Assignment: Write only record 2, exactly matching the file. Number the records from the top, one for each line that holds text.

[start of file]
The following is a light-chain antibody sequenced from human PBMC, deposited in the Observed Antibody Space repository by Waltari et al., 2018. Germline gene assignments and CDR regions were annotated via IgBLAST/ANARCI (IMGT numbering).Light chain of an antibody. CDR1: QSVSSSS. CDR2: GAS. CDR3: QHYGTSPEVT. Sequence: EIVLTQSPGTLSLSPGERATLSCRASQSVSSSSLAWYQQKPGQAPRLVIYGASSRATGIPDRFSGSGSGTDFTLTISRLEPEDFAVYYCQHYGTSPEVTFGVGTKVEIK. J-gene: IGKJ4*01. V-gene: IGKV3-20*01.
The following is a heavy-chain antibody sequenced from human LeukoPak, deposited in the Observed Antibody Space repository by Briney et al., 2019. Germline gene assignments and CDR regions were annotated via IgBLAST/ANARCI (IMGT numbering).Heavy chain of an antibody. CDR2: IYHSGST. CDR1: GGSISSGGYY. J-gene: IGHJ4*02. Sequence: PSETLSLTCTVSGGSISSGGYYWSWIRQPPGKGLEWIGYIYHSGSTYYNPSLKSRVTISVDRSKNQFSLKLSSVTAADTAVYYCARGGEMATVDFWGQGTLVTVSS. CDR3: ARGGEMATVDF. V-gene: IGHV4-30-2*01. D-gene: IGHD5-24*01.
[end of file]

The following is a heavy-chain antibody sequenced from human LeukoPak, deposited in the Observed Antibody Space repository by Briney et al., 2019. Germline gene assignments and CDR regions were annotated via IgBLAST/ANARCI (IMGT numbering).Heavy chain of an antibody. CDR2: IYHSGST. CDR1: GGSISSGGYY. J-gene: IGHJ4*02. Sequence: PSETLSLTCTVSGGSISSGGYYWSWIRQPPGKGLEWIGYIYHSGSTYYNPSLKSRVTISVDRSKNQFSLKLSSVTAADTAVYYCARGGEMATVDFWGQGTLVTVSS. CDR3: ARGGEMATVDF. V-gene: IGHV4-30-2*01. D-gene: IGHD5-24*01.